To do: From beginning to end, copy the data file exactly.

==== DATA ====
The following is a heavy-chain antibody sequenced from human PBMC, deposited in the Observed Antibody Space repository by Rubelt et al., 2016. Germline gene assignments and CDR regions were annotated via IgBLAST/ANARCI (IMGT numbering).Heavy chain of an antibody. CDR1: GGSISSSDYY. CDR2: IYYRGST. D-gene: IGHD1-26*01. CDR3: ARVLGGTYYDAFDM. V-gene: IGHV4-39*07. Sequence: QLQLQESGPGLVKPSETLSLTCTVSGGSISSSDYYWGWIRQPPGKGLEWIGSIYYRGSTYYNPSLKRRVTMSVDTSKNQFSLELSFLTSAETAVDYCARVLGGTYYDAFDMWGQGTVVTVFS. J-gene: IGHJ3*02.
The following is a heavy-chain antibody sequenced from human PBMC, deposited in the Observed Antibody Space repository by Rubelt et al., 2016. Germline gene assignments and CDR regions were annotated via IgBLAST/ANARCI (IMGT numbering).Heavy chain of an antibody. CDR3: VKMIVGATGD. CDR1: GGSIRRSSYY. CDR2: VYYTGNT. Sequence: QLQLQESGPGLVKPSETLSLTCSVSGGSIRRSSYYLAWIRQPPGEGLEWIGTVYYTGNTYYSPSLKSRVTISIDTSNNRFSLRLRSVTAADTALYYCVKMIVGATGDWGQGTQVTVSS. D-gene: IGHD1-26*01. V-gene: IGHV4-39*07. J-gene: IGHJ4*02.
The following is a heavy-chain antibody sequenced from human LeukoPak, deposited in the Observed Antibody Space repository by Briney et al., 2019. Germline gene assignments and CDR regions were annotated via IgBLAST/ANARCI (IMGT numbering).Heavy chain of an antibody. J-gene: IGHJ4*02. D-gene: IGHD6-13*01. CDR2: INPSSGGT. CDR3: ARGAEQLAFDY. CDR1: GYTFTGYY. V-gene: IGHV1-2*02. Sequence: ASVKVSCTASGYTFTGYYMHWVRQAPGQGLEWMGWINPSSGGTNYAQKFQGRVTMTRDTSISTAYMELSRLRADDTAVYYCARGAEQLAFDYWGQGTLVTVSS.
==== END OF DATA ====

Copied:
The following is a heavy-chain antibody sequenced from human PBMC, deposited in the Observed Antibody Space repository by Rubelt et al., 2016. Germline gene assignments and CDR regions were annotated via IgBLAST/ANARCI (IMGT numbering).Heavy chain of an antibody. CDR1: GGSISSSDYY. CDR2: IYYRGST. D-gene: IGHD1-26*01. CDR3: ARVLGGTYYDAFDM. V-gene: IGHV4-39*07. Sequence: QLQLQESGPGLVKPSETLSLTCTVSGGSISSSDYYWGWIRQPPGKGLEWIGSIYYRGSTYYNPSLKRRVTMSVDTSKNQFSLELSFLTSAETAVDYCARVLGGTYYDAFDMWGQGTVVTVFS. J-gene: IGHJ3*02.
The following is a heavy-chain antibody sequenced from human PBMC, deposited in the Observed Antibody Space repository by Rubelt et al., 2016. Germline gene assignments and CDR regions were annotated via IgBLAST/ANARCI (IMGT numbering).Heavy chain of an antibody. CDR3: VKMIVGATGD. CDR1: GGSIRRSSYY. CDR2: VYYTGNT. Sequence: QLQLQESGPGLVKPSETLSLTCSVSGGSIRRSSYYLAWIRQPPGEGLEWIGTVYYTGNTYYSPSLKSRVTISIDTSNNRFSLRLRSVTAADTALYYCVKMIVGATGDWGQGTQVTVSS. D-gene: IGHD1-26*01. V-gene: IGHV4-39*07. J-gene: IGHJ4*02.
The following is a heavy-chain antibody sequenced from human LeukoPak, deposited in the Observed Antibody Space repository by Briney et al., 2019. Germline gene assignments and CDR regions were annotated via IgBLAST/ANARCI (IMGT numbering).Heavy chain of an antibody. J-gene: IGHJ4*02. D-gene: IGHD6-13*01. CDR2: INPSSGGT. CDR3: ARGAEQLAFDY. CDR1: GYTFTGYY. V-gene: IGHV1-2*02. Sequence: ASVKVSCTASGYTFTGYYMHWVRQAPGQGLEWMGWINPSSGGTNYAQKFQGRVTMTRDTSISTAYMELSRLRADDTAVYYCARGAEQLAFDYWGQGTLVTVSS.